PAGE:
Thank you!

About 20 months ago, I left a fantastic job at the Broad Institute to strike out on my own as an independent consultant. At the time, I was nervous. I was pretty sure that I could manage the nuts and bolts of running a small business. I’ve got experience using spreadsheets to track potential customers and to remind me to follow up on invoices. I’ve managed projects, reviewed contracts, and picked up enough negotiation and other critical soft skills to get by.

The big question in my mind was this: Would people would still take me seriously when I wrote from a shared home office or a co-working space in Somerville rather than from a private office on the 11th floor of one of the biggest names in Kendall Square. That was a leap of faith for me. I honestly didn’t know.

Nearly two years in, I’m thrilled to report that it’s working out great.

All of this is because of the amazing professional community of friends, colleagues, vendors, customers, and collaborators that I’ve met and worked with over the years. You folks reading this post made this possible.

You, specifically. Thank you. I’m not going to list all your names, but I recently had a chance to make a picture out of some of your logos:

As Eric Lander frequently says when he speaks in public: “Wow!”

In case you’re wondering, I will probably have a “real job” (paycheck, office, boss) again sometime in the future. Here’s why:

I miss sharing in the mission. One of the hallmarks of a good consultant is that we leave once the need for specialized and time critical services has passed. That leaving is bittersweet. If I do my job right, I get to see client after client outgrow their need for me.

I also miss mentoring, building teams, and working on not just technical efficiency but also on culture, inclusion, fairness, access, and the quality of life. I can give little nudges to these things from the outside, but really making a difference requires time and focus that a consulting engagement usually doesn’t afford.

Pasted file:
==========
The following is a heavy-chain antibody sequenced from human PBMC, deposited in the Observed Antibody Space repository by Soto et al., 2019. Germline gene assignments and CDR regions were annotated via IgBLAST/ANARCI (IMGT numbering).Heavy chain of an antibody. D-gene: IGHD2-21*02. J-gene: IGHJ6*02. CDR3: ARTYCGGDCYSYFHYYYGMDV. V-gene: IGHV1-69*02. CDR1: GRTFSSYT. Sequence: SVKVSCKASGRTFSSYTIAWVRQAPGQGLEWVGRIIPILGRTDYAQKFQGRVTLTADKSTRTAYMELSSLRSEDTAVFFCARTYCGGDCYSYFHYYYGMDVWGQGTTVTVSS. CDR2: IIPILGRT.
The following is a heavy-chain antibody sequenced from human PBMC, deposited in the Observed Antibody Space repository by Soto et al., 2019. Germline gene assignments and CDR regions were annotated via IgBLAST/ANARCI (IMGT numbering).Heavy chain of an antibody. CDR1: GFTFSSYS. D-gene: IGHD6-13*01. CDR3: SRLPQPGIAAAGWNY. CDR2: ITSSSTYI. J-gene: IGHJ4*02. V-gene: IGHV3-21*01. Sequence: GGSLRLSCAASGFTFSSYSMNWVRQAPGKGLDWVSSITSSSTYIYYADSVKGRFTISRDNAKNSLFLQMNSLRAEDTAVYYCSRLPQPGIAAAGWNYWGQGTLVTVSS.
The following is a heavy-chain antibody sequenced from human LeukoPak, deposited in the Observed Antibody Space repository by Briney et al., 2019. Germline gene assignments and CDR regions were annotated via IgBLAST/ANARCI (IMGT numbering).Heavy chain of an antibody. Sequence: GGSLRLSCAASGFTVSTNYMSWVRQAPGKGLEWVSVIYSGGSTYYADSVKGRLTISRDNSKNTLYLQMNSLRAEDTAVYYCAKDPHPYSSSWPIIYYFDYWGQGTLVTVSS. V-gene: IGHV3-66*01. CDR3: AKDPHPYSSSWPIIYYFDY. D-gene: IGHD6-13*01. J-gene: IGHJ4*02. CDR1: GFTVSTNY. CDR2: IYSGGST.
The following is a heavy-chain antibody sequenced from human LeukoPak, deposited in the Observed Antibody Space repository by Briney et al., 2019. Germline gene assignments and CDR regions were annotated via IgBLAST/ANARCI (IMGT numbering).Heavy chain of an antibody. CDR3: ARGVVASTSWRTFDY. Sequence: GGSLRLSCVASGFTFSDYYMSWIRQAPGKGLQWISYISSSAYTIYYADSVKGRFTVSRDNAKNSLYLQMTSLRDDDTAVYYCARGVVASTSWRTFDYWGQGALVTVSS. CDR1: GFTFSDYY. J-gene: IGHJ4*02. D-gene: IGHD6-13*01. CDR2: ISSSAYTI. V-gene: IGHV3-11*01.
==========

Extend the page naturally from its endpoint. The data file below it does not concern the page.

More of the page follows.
For all that, I’ve got no plans to rejoin the 9-5 crowd any time soon.

When I left the Broad, I made a deliberate decision to move away from my comfort zone. I didn’t just quit a job, I also moved away from what I already knew and towards what I know to be important in the future. That meant that I set aside perfectly good opportunities to tune up high performance computing systems, and instead spent a summer researching and writing a white paper about Blockchain. I demurred on cloud migrations and dug in to enhance my admittedly basic knowledge of effective, practical information security. I got facile with the language of governance and compliance, and started in on covered entities, HIPAA, and all that jazz.

My goal in all of this was to swim rapidly out of the research shallows, all the way out to the gnarly rapids where data, computing and information intersect with clinical care.

Forget 20 months, I’ve spent nearly 20 years working with genomic data. I want to see what’s holding us back from the long promised genomic medicine revolution, I want to find the very toughest problems, and I want to help solve them.

And really, the core of my gratitude is that I feel like I’m getting a chance to do that.

Thanks to all of you.

One Reply to “Thank you!”

  1. Hi Chris,
    It was my honor to connect you on twitter. Your experience in genomics/data/computing is impressive. I was wondering why you left NYGC and then Broad. Thanks for sharing this post. As a computational biologist transited from the bench side, I always think what I am going to do in the future. I do not just want to be a service helping wet lab analyzing their data, I want to be a scientist myself. However, many do not see computation as valuable (or they purely see us as service). I am thinking to start my own business as well (for data analysis), but lacking any of the entrepreneurship training is my biggest hurdle. I might want to be a bioinformatics core director in the future as well and now trying to learn every aspect of that. Thanks for sharing your experience in the genomic research area. Any suggestions to my career are appreciated.

    Best,
    Ming

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